What kind of add-ons paid the most dividends on your planter this spring? Was it row shut-offs, on every row or at least every other row? Was it downforce help, either by air or by hydraulics? Was it electric drive if you converted your vacuum units?
Some of you could make a case for one or more of those. A few of you even tried out multi-hybrid planting and/or new seed delivery tubes designed to allow you to drive faster. Each of these new technologies has a cost, but each also can deliver a benefit. The trick may be measuring exactly how much the benefit is worth in terms of dollars and cents.
Russ Kelsay, Whiteland, wanted one additional feature when he and his family traded for a 16-row planter this past winter. He farms with his dad, Merrill, and brother, Joe, in Johnson County.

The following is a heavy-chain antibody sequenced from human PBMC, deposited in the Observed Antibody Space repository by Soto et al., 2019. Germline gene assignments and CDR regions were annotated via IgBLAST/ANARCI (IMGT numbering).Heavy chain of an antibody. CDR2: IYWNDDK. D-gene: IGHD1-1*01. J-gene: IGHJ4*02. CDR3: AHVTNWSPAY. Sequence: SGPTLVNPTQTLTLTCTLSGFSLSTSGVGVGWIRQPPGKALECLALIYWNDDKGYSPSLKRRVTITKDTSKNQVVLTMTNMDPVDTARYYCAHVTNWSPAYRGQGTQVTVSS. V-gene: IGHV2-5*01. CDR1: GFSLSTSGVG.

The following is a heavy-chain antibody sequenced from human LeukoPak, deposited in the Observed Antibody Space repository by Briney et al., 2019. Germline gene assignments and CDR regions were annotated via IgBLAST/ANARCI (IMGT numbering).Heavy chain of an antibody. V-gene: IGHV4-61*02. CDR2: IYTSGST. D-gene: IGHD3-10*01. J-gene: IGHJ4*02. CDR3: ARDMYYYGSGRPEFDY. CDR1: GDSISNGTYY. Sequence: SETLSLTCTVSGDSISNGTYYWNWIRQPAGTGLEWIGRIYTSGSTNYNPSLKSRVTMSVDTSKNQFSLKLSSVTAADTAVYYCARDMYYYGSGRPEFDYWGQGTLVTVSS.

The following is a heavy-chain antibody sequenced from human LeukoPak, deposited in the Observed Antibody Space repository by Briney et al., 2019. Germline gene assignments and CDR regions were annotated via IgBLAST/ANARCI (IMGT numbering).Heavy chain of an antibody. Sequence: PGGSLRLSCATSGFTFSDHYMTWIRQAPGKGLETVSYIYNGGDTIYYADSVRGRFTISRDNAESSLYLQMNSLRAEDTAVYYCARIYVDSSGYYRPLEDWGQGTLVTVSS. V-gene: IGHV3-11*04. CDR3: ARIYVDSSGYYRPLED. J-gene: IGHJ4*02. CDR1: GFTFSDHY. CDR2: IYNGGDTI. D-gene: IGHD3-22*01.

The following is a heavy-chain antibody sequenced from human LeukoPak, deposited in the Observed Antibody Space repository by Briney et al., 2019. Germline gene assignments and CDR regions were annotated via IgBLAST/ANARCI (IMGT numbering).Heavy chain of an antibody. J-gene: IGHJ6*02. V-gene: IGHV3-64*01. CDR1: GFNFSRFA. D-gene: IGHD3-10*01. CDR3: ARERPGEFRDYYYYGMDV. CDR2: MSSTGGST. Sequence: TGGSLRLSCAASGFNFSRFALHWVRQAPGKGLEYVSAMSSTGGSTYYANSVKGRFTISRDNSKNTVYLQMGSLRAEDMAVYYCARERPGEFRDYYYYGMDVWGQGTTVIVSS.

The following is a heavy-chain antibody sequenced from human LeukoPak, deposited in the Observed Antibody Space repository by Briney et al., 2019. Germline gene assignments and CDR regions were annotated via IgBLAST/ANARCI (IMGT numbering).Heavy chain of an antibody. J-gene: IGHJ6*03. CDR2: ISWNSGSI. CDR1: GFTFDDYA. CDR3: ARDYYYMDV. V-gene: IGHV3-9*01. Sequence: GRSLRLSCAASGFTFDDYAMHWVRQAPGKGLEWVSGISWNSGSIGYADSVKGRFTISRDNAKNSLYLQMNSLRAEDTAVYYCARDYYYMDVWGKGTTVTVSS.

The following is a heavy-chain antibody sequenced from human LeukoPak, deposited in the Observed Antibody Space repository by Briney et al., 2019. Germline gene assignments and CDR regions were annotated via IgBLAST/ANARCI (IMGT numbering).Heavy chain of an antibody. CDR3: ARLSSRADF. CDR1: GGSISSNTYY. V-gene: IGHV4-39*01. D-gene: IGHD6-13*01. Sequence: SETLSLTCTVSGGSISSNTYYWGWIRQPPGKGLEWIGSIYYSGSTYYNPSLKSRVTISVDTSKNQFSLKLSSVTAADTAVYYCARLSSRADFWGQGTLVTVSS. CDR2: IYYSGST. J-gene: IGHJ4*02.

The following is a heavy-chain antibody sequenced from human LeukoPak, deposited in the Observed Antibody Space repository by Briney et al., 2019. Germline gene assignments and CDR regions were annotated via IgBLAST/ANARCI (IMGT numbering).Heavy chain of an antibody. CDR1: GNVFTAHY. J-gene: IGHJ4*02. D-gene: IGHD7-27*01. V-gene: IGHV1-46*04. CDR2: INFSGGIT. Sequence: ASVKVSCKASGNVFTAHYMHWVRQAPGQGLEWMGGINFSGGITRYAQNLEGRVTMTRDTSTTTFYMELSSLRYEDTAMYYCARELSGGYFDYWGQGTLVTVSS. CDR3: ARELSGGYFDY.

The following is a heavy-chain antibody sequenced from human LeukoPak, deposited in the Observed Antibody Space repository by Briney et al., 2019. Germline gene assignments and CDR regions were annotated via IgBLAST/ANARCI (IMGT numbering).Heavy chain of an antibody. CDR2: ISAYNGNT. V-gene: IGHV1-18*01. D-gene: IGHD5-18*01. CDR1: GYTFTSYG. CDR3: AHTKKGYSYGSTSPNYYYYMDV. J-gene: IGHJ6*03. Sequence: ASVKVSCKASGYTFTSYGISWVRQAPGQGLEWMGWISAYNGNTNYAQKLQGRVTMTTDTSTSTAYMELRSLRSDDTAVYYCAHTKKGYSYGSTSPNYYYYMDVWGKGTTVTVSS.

Russ, who drives the planter each spring, wanted scales so that he could know how much seed was in the central fill hoppers on his planter. He felt that was as important as many other pieces of information some of the other new technology can deliver. He wanted to know how much he had planted in terms of pounds of seed, and how much seed was left in the seed hoppers.
He says it has taken time to get some bugs out of the new planter, but it did a good job overall this spring. What made this spring different for him was that there wasn't a break once planting got started in his area. Unlike some areas where rains interfered, once planting started it continued until he was well along with soybean planting. Then they received some rain, although not enough to cause long delays before he was able to finish planting both corps.
He intends to tweak the planter a bit more before next season.